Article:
The appeal tribunal, chaired by Mr Justice Morison, invited the parties to make submissions on the preliminary question whether, in view of the doubts raised as to the accuracy of the written reasons for the decision being appealed against, the appeal could proceed at all.

Three options were considered: to ignore the complaint and proceed on the assumption that the majority's decision had been accurately summarised; to invite the industrial tribunal to clear up the doubt themselves by confirmation and (if necessary) elaboration of those reasons; or to refer the whole claim for rehearing by a freshly constituted industrial tribunal.

The appeal tribunal concluded, reluctantly, that the only way of ensuring justice on both sides would be to follow the third course, and they directed accordingly. The employee appealed, contending that the proper course would have been the second alternative, to remit the case to the original tribunal for confirmation of their reasons.

The employers had contended initially that the appeal tribunal should ignore the complaint and proceed with the hearing; but, when it became plain that the appeal tribunal was not to be moved by that submission, withdrew their opposition to a rehearing.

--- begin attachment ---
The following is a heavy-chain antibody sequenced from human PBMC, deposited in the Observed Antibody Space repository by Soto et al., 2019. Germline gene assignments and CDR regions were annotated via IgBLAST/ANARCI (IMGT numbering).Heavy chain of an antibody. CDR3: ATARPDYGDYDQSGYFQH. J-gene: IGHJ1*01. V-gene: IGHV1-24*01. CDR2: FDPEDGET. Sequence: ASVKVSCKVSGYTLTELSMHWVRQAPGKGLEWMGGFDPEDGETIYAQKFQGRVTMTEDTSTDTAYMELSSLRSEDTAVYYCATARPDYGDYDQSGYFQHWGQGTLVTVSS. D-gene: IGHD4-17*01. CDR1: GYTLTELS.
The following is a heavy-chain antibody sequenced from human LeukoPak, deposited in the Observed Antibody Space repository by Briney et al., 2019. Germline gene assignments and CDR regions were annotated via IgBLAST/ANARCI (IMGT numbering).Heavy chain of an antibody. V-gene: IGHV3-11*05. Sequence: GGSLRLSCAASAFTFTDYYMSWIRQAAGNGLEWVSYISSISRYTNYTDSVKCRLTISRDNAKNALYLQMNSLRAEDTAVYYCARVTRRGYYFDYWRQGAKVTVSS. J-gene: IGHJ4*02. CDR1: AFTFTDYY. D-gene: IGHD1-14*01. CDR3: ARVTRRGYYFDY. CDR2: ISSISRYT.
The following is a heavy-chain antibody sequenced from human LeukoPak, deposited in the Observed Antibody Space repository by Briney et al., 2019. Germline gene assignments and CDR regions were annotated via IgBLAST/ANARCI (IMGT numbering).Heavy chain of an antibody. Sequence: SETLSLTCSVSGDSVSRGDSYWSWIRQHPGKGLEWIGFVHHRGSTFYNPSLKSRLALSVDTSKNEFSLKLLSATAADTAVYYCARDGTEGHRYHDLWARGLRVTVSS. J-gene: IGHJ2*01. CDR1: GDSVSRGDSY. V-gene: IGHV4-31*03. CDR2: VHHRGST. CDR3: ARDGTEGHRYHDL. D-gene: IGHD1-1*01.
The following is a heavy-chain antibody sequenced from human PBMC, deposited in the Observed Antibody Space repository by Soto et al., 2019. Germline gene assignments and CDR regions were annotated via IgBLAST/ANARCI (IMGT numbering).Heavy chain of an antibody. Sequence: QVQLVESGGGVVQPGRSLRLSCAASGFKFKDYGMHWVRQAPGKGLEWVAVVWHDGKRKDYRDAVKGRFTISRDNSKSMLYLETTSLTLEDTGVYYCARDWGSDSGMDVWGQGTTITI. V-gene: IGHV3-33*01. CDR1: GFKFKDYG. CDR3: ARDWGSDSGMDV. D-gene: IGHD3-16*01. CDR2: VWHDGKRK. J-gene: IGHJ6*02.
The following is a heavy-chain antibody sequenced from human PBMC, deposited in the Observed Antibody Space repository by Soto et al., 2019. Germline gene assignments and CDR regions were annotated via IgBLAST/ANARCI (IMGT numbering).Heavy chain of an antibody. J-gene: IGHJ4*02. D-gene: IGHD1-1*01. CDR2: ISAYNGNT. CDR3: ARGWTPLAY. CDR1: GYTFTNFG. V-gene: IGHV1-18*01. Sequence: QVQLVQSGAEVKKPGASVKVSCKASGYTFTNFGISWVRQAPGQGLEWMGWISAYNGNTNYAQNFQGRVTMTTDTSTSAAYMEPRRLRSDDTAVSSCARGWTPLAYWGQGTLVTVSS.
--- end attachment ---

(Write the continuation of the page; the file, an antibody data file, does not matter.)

It was not the task of the Court of Appeal to decide upon the fairest way out of the problem posed by the unfortunate turn of events in this case. That was the role of the Employment Appeal Tribunal, the body primarily charged with the exercise of that discretion. The duty of the Court of Appeal was limited to determining whether that discretion had been properly and lawfully exercised.

The powerful considerations urged on the employee's behalf were matched by no less persuasive arguments on the employers' behalf.

His Lordship could see no ground for saying that, in resolving finely balanced arguments in favour of a fresh hearing of the claim, the appeal tribunal fell into any error of approach or produced a result which was demonstrably wrong.

Paul Magrath, Barrister

Latest stories from i100
Have you tried new the Independent Digital Edition apps?
Independent Dating

By clicking 'Search' you
are agreeing to our
Terms of Use.